TCO is a well-established metric for asset-intensive industries because it supports planning and acquisition for assets that are depreciated over several years, such as IT, test equipment, rotating assets, manufacturing technologies, and vehicle fleets. A TCO analysis of mold bids offers a more detailed understanding of the vendor relationship, and fully defines attendant responsibilities and costs over three to five years. Most importantly, it offers an opportunity for domestic tool manufacturers to compete with Asian toolmakers.

The American Mold Builders Assn. (Rolling Meadows, IL) has published a brochure called “Know the True Cost of Your Molds,” which features a worksheet for calculating actual mold costs (additional disclosure: I’m a member of AMBA and support its mission). The worksheet, which is available at the organization’s website, lists domestic and offshore costs side by side. When you complete this worksheet, it’s interesting to note how much of the import bid’s bottom line is determined by nonvalue-added costs—incremental charges for travel, shipping, import duties, brokerage or consultant fees, ECOs and reworks, and mold maintenance. These higher costs use dollars that engineers might otherwise spend onsite, reviewing tryout data and optimizing the mold to shorten cycle times and improve quality. Together, they constitute what I think of as a “nonvalue-added tax,” costs that do nothing to improve mold quality and place additional responsibility and cost pressure on the mold buyer.

If your prospect is still skeptical, you may also want to provide references—one or two OEM vendors who’ve been burned by a failure to examine TCO projections. You may even know OEM vendors who have dealt with what I think of as the “nightmare scenario,” in which an offshore moldmaker takes the drawings, cashes the deposit check, and then demonstrates how hard it is to pursue charges of IP theft in a foreign jurisdiction. OEMs that go with the low initial purchase price often learn the hard way that their TCO increases in unplanned and unwelcome ways. Chances are they’ve had to assume responsibility for whatever problems cropped up in the mold’s development, all the way to installation and for the next three to five years of operation.

The benefits of single sourcing

TCO analysis presents an opportunity for domestic tooling manufacturers. To capitalize, they should look for ways to assume responsibility and add value; winning single-source status improves the opportunity to make a fair profit while providing Tier One vendors with the quality, delivery, and pricing that they need.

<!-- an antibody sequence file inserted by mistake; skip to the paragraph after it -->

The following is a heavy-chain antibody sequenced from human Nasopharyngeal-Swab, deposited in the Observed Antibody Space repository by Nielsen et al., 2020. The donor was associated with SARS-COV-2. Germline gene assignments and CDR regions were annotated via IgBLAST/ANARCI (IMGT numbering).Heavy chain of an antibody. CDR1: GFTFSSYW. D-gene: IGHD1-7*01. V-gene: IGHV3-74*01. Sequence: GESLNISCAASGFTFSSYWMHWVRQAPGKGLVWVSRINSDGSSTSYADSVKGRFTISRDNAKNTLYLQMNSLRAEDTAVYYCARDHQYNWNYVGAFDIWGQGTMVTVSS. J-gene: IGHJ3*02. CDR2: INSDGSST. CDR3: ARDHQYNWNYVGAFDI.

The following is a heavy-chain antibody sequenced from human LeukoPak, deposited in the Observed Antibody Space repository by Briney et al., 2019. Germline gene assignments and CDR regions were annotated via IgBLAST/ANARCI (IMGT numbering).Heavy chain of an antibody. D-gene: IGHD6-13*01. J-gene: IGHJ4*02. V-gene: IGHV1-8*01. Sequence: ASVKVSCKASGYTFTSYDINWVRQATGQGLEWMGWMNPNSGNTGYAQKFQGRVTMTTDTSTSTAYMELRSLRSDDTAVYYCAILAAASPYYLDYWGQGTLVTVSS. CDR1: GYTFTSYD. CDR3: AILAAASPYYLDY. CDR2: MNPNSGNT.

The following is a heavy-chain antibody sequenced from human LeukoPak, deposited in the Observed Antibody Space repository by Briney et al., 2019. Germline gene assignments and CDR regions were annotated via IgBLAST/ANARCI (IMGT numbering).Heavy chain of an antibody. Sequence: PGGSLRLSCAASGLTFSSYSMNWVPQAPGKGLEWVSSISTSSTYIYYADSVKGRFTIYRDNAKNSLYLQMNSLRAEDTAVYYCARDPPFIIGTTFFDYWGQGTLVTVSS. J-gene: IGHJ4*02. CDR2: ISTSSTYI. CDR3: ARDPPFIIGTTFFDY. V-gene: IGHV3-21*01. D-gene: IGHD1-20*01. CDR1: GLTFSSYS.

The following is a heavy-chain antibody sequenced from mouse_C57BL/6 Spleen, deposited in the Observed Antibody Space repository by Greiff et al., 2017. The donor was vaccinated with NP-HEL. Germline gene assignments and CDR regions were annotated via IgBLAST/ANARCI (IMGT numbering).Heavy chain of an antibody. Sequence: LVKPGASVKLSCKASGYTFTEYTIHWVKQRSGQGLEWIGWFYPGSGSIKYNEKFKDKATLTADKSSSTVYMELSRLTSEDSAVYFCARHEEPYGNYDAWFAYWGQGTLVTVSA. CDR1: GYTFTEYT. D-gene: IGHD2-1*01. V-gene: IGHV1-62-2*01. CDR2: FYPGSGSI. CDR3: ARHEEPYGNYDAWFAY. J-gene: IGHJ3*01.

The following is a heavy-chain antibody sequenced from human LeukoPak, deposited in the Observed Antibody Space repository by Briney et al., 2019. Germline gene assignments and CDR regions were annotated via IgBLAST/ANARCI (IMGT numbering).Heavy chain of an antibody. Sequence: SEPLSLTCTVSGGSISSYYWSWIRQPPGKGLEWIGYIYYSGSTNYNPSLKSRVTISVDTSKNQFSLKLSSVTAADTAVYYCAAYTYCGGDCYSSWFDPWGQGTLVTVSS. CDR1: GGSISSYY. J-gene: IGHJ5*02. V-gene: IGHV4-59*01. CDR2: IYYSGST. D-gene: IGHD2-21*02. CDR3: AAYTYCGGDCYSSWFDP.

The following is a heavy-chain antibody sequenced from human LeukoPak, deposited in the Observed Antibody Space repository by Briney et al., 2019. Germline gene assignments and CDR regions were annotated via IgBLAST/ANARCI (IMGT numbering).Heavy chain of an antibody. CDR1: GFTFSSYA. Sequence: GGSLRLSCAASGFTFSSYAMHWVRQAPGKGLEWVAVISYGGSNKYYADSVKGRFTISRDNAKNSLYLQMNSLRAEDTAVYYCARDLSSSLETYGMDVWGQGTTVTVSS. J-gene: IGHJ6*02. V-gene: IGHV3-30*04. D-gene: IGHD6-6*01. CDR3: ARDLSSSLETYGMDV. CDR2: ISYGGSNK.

Asian toolmakers aren’t going away, but forward-thinking American tooling manufacturers can partner with the best of them (hint: they’re the ones who compete on the basis of value instead of price). Adding Asian toolmaking capabilities supports competitive baseline pricing, while allowing the domestic manufacturer to add value in the design, engineering, and service phases of the mold’s life span. It also means the OEM can hold the domestic tooling manufacturer accountable.
Single sourcing encourages a deeper understanding of the customer’s business, offers more opportunities to add value and control quality, and strengthens the relationship. Our company has business relationships stretching back decades. Toolmakers who win with low initial purchase price usually can’t make the same claim. Experienced purchasing agents and design engineers can agree: Selecting new vendors takes staff time that could be used for something else.

Once a Tier One supplier finds a mold manufacturer who understands that molds are a strategic investment in quality, the two can focus on working together to support continuous improvement. The key word here is “strategic.” Short-term savings are worthless when they don’t support the OEM’s strategic quality objectives. Domestic mold manufacturers that offer a true strategic partnership are better positioned to support these objectives.

Author David M. Bowers II is CEO of JMMS Inc. (Easley, SC), a tooling company that makes molds and dies for a wide range of industries, including the automotive, appliances, lawn and garden, power generation, and returnable packaging markets.